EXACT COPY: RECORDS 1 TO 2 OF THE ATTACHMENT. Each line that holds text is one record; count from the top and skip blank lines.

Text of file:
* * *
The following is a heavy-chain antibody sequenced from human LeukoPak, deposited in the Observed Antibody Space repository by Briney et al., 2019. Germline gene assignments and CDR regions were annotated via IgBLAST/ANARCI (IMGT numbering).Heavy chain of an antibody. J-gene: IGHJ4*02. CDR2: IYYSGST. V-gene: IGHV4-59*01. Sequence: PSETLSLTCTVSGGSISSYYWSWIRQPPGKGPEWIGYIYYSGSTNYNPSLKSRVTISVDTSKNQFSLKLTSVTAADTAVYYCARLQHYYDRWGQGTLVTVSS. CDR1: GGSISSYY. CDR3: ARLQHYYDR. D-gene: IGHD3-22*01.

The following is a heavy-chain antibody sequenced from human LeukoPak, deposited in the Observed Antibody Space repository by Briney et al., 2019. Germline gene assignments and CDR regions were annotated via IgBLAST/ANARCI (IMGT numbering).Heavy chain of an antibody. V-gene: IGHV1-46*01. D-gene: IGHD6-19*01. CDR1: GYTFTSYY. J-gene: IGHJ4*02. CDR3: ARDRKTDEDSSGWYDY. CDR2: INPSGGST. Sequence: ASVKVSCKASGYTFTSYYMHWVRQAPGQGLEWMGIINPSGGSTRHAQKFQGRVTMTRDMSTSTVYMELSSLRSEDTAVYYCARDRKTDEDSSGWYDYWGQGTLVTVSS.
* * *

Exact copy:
The following is a heavy-chain antibody sequenced from human LeukoPak, deposited in the Observed Antibody Space repository by Briney et al., 2019. Germline gene assignments and CDR regions were annotated via IgBLAST/ANARCI (IMGT numbering).Heavy chain of an antibody. J-gene: IGHJ4*02. CDR2: IYYSGST. V-gene: IGHV4-59*01. Sequence: PSETLSLTCTVSGGSISSYYWSWIRQPPGKGPEWIGYIYYSGSTNYNPSLKSRVTISVDTSKNQFSLKLTSVTAADTAVYYCARLQHYYDRWGQGTLVTVSS. CDR1: GGSISSYY. CDR3: ARLQHYYDR. D-gene: IGHD3-22*01.

The following is a heavy-chain antibody sequenced from human LeukoPak, deposited in the Observed Antibody Space repository by Briney et al., 2019. Germline gene assignments and CDR regions were annotated via IgBLAST/ANARCI (IMGT numbering).Heavy chain of an antibody. V-gene: IGHV1-46*01. D-gene: IGHD6-19*01. CDR1: GYTFTSYY. J-gene: IGHJ4*02. CDR3: ARDRKTDEDSSGWYDY. CDR2: INPSGGST. Sequence: ASVKVSCKASGYTFTSYYMHWVRQAPGQGLEWMGIINPSGGSTRHAQKFQGRVTMTRDMSTSTVYMELSSLRSEDTAVYYCARDRKTDEDSSGWYDYWGQGTLVTVSS.